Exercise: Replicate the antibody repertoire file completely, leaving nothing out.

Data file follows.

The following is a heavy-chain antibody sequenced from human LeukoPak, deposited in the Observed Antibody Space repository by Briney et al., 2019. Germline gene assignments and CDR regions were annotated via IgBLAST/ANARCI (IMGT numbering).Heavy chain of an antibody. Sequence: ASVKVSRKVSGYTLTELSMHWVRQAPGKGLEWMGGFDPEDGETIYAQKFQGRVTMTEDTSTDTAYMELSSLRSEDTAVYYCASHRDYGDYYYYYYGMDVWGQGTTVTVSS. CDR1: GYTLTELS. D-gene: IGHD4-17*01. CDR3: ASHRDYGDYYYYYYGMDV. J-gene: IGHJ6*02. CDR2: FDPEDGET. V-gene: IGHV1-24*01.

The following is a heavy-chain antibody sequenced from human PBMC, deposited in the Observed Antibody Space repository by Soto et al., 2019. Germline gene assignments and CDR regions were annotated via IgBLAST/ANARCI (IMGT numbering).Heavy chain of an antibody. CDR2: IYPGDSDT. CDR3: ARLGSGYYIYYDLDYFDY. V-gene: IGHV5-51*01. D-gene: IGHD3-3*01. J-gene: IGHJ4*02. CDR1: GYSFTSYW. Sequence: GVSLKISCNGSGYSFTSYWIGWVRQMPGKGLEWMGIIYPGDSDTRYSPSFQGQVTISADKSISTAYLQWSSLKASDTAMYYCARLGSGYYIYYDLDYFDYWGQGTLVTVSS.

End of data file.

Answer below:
The following is a heavy-chain antibody sequenced from human LeukoPak, deposited in the Observed Antibody Space repository by Briney et al., 2019. Germline gene assignments and CDR regions were annotated via IgBLAST/ANARCI (IMGT numbering).Heavy chain of an antibody. Sequence: ASVKVSRKVSGYTLTELSMHWVRQAPGKGLEWMGGFDPEDGETIYAQKFQGRVTMTEDTSTDTAYMELSSLRSEDTAVYYCASHRDYGDYYYYYYGMDVWGQGTTVTVSS. CDR1: GYTLTELS. D-gene: IGHD4-17*01. CDR3: ASHRDYGDYYYYYYGMDV. J-gene: IGHJ6*02. CDR2: FDPEDGET. V-gene: IGHV1-24*01.

The following is a heavy-chain antibody sequenced from human PBMC, deposited in the Observed Antibody Space repository by Soto et al., 2019. Germline gene assignments and CDR regions were annotated via IgBLAST/ANARCI (IMGT numbering).Heavy chain of an antibody. CDR2: IYPGDSDT. CDR3: ARLGSGYYIYYDLDYFDY. V-gene: IGHV5-51*01. D-gene: IGHD3-3*01. J-gene: IGHJ4*02. CDR1: GYSFTSYW. Sequence: GVSLKISCNGSGYSFTSYWIGWVRQMPGKGLEWMGIIYPGDSDTRYSPSFQGQVTISADKSISTAYLQWSSLKASDTAMYYCARLGSGYYIYYDLDYFDYWGQGTLVTVSS.